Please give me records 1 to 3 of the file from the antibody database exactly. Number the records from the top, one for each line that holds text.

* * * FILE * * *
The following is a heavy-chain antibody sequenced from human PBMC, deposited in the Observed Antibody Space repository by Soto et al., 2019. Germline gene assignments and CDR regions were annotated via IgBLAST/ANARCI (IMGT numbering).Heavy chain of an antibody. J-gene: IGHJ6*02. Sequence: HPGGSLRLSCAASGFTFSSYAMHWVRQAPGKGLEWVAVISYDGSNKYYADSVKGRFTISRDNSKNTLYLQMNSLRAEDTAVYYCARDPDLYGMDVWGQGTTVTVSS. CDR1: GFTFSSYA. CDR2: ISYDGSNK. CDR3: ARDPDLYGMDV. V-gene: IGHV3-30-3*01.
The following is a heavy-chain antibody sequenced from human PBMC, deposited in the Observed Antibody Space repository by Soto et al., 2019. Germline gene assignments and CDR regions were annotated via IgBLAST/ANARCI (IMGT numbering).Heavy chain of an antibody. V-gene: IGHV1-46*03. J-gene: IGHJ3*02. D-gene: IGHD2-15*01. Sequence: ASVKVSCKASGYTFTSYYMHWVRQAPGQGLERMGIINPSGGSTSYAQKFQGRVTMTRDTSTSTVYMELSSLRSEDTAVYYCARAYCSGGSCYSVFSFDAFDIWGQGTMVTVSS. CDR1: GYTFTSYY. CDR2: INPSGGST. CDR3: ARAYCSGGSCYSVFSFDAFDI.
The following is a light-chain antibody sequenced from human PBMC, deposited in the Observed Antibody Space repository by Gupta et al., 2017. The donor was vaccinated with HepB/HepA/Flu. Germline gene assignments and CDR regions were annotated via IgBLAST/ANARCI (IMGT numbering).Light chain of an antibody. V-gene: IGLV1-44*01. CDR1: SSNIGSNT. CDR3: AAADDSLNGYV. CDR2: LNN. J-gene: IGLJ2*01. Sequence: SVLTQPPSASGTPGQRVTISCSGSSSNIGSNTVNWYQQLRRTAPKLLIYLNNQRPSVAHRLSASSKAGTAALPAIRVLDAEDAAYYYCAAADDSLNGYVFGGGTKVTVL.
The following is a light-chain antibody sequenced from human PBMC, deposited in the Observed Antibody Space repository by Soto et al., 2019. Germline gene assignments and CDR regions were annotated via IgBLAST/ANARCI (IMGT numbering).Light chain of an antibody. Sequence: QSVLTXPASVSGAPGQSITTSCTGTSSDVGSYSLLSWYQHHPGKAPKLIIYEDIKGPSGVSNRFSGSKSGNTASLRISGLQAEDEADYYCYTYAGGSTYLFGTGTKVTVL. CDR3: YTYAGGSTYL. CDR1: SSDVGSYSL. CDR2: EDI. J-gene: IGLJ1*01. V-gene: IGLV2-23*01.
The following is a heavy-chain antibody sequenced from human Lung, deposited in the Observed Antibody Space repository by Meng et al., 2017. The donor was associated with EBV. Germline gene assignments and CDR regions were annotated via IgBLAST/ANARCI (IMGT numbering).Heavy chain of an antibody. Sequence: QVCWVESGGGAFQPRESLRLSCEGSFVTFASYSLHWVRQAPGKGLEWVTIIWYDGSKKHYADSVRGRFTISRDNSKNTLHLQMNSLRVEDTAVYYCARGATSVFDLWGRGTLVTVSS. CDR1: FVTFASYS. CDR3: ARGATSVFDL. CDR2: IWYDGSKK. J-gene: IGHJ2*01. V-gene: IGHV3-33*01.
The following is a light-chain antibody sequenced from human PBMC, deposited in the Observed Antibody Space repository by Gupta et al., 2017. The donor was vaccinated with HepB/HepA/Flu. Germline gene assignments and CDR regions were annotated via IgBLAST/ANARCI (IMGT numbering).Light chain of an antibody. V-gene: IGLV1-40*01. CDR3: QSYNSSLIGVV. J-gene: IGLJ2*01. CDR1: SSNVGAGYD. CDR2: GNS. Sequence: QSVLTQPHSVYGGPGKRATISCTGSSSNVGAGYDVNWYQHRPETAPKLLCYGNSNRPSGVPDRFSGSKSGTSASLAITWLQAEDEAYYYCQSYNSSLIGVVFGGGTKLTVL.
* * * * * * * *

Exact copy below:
The following is a heavy-chain antibody sequenced from human PBMC, deposited in the Observed Antibody Space repository by Soto et al., 2019. Germline gene assignments and CDR regions were annotated via IgBLAST/ANARCI (IMGT numbering).Heavy chain of an antibody. J-gene: IGHJ6*02. Sequence: HPGGSLRLSCAASGFTFSSYAMHWVRQAPGKGLEWVAVISYDGSNKYYADSVKGRFTISRDNSKNTLYLQMNSLRAEDTAVYYCARDPDLYGMDVWGQGTTVTVSS. CDR1: GFTFSSYA. CDR2: ISYDGSNK. CDR3: ARDPDLYGMDV. V-gene: IGHV3-30-3*01.
The following is a heavy-chain antibody sequenced from human PBMC, deposited in the Observed Antibody Space repository by Soto et al., 2019. Germline gene assignments and CDR regions were annotated via IgBLAST/ANARCI (IMGT numbering).Heavy chain of an antibody. V-gene: IGHV1-46*03. J-gene: IGHJ3*02. D-gene: IGHD2-15*01. Sequence: ASVKVSCKASGYTFTSYYMHWVRQAPGQGLERMGIINPSGGSTSYAQKFQGRVTMTRDTSTSTVYMELSSLRSEDTAVYYCARAYCSGGSCYSVFSFDAFDIWGQGTMVTVSS. CDR1: GYTFTSYY. CDR2: INPSGGST. CDR3: ARAYCSGGSCYSVFSFDAFDI.
The following is a light-chain antibody sequenced from human PBMC, deposited in the Observed Antibody Space repository by Gupta et al., 2017. The donor was vaccinated with HepB/HepA/Flu. Germline gene assignments and CDR regions were annotated via IgBLAST/ANARCI (IMGT numbering).Light chain of an antibody. V-gene: IGLV1-44*01. CDR1: SSNIGSNT. CDR3: AAADDSLNGYV. CDR2: LNN. J-gene: IGLJ2*01. Sequence: SVLTQPPSASGTPGQRVTISCSGSSSNIGSNTVNWYQQLRRTAPKLLIYLNNQRPSVAHRLSASSKAGTAALPAIRVLDAEDAAYYYCAAADDSLNGYVFGGGTKVTVL.